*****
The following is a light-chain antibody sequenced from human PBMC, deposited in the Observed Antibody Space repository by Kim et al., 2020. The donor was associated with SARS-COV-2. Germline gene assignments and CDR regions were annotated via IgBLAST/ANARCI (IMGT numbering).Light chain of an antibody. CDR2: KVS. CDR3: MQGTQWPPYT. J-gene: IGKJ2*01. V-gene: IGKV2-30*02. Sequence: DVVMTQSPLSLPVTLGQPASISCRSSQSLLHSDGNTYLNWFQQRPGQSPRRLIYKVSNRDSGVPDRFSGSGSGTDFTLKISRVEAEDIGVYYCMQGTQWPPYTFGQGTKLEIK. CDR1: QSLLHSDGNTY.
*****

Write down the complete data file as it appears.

The following is a light-chain antibody sequenced from human PBMC, deposited in the Observed Antibody Space repository by Kim et al., 2020. The donor was associated with SARS-COV-2. Germline gene assignments and CDR regions were annotated via IgBLAST/ANARCI (IMGT numbering).Light chain of an antibody. CDR2: KVS. CDR3: MQGTQWPPYT. J-gene: IGKJ2*01. V-gene: IGKV2-30*02. Sequence: DVVMTQSPLSLPVTLGQPASISCRSSQSLLHSDGNTYLNWFQQRPGQSPRRLIYKVSNRDSGVPDRFSGSGSGTDFTLKISRVEAEDIGVYYCMQGTQWPPYTFGQGTKLEIK. CDR1: QSLLHSDGNTY.